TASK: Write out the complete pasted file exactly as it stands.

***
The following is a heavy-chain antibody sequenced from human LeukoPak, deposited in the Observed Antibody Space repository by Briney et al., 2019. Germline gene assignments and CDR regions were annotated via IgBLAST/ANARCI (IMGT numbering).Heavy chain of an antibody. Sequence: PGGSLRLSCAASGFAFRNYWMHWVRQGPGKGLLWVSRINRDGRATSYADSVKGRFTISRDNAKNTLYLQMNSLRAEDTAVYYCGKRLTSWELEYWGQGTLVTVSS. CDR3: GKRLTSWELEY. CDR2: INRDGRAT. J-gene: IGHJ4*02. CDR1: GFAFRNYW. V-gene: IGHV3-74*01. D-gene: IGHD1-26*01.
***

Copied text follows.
The following is a heavy-chain antibody sequenced from human LeukoPak, deposited in the Observed Antibody Space repository by Briney et al., 2019. Germline gene assignments and CDR regions were annotated via IgBLAST/ANARCI (IMGT numbering).Heavy chain of an antibody. Sequence: PGGSLRLSCAASGFAFRNYWMHWVRQGPGKGLLWVSRINRDGRATSYADSVKGRFTISRDNAKNTLYLQMNSLRAEDTAVYYCGKRLTSWELEYWGQGTLVTVSS. CDR3: GKRLTSWELEY. CDR2: INRDGRAT. J-gene: IGHJ4*02. CDR1: GFAFRNYW. V-gene: IGHV3-74*01. D-gene: IGHD1-26*01.